This negative-stained transmission electron micrograph (TEM) depicts the ultrastructural details of an influenza virus particle, or "virion". A member of the taxonomic family Orthomyxoviridae, the influenza virus is a single-stranded RNA organism. With the annual flu season about to start , it’s still unclear exactly how influenza will interact with COVID-19 if a person has both viruses.
Doctors around the world have seen some patients who tested positive for both the influenza virus and the coronavirus that causes COVID-19. At least a couple dozen cases have been reported —although that’s not a lot, considering that over 26 million people have tested positive for SARS-CoV-2, the virus that causes COVID-19.
Still, "it is quite possible and likely that the two viruses could infect a patient at the same time, or for that matter sequentially: one month, one virus, and the next month, the other virus," says Michael Matthay , a professor of medicine at the University of California, San Francisco.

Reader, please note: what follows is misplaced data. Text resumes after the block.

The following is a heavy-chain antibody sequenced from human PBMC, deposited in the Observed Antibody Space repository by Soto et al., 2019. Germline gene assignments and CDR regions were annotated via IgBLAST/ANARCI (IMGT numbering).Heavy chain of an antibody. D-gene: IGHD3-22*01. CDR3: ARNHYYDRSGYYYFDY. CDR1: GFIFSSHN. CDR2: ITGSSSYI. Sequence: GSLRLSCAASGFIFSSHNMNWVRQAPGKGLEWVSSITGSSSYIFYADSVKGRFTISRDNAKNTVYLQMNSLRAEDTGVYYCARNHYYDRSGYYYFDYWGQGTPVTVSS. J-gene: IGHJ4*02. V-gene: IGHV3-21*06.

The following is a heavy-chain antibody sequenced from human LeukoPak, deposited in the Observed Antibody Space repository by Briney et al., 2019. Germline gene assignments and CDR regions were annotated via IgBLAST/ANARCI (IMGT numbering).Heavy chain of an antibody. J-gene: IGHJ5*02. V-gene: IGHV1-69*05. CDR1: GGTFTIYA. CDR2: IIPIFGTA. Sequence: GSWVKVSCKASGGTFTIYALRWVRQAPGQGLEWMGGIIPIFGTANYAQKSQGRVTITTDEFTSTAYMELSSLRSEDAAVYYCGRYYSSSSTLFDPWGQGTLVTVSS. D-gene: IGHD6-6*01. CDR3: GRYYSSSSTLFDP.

Both viruses can cause dangerous inflammation in the lungs that can fill the airspaces with fluid, making it difficult to breathe, he notes.
"It’s likely with both viruses at the same time, the severity of respiratory failure would be greater," says Matthay. "Or, of course, having two illnesses in a row that affected the lungs would make the respiratory failure more severe."
COVID-19 is so new, though, that scientists just don’t have enough research to know for sure.
Generally speaking, co-infections are common when it comes to respiratory diseases. Helen Chu , an associate professor of medicine at the University of Washington in Seattle, has done studies to screen people with respiratory symptoms for a variety […]